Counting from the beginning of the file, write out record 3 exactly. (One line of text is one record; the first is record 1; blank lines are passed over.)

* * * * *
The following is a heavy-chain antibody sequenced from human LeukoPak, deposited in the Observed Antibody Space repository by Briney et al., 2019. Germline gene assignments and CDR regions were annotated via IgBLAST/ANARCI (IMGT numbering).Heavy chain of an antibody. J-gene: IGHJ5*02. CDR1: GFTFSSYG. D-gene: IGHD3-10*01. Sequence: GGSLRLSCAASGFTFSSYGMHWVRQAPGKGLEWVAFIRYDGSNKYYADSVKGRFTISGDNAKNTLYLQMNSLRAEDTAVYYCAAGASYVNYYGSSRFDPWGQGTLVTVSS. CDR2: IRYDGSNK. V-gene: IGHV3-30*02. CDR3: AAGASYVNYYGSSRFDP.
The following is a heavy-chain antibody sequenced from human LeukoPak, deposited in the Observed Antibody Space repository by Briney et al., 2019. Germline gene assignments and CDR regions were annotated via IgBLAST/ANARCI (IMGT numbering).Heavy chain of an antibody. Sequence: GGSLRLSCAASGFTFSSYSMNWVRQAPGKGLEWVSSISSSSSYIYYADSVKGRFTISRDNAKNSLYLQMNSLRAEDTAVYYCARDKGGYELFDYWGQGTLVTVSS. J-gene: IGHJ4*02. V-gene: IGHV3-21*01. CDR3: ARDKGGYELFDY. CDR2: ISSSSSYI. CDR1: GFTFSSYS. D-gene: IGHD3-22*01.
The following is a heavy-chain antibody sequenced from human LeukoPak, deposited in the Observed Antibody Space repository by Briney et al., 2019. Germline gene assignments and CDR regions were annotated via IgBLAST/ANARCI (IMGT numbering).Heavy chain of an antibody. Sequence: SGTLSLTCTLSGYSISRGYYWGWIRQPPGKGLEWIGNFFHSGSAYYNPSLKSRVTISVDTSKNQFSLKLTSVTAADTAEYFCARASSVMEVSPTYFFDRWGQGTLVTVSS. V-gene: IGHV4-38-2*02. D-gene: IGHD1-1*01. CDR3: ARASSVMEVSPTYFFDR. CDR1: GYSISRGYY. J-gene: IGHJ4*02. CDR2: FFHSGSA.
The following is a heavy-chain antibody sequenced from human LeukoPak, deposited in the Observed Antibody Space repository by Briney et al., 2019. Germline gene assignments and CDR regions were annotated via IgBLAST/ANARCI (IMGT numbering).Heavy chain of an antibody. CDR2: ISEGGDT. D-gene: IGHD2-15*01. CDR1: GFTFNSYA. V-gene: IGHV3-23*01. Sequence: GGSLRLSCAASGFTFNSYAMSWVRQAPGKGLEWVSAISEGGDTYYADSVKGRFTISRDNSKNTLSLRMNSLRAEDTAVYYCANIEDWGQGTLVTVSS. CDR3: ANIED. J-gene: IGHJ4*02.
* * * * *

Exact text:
The following is a heavy-chain antibody sequenced from human LeukoPak, deposited in the Observed Antibody Space repository by Briney et al., 2019. Germline gene assignments and CDR regions were annotated via IgBLAST/ANARCI (IMGT numbering).Heavy chain of an antibody. Sequence: SGTLSLTCTLSGYSISRGYYWGWIRQPPGKGLEWIGNFFHSGSAYYNPSLKSRVTISVDTSKNQFSLKLTSVTAADTAEYFCARASSVMEVSPTYFFDRWGQGTLVTVSS. V-gene: IGHV4-38-2*02. D-gene: IGHD1-1*01. CDR3: ARASSVMEVSPTYFFDR. CDR1: GYSISRGYY. J-gene: IGHJ4*02. CDR2: FFHSGSA.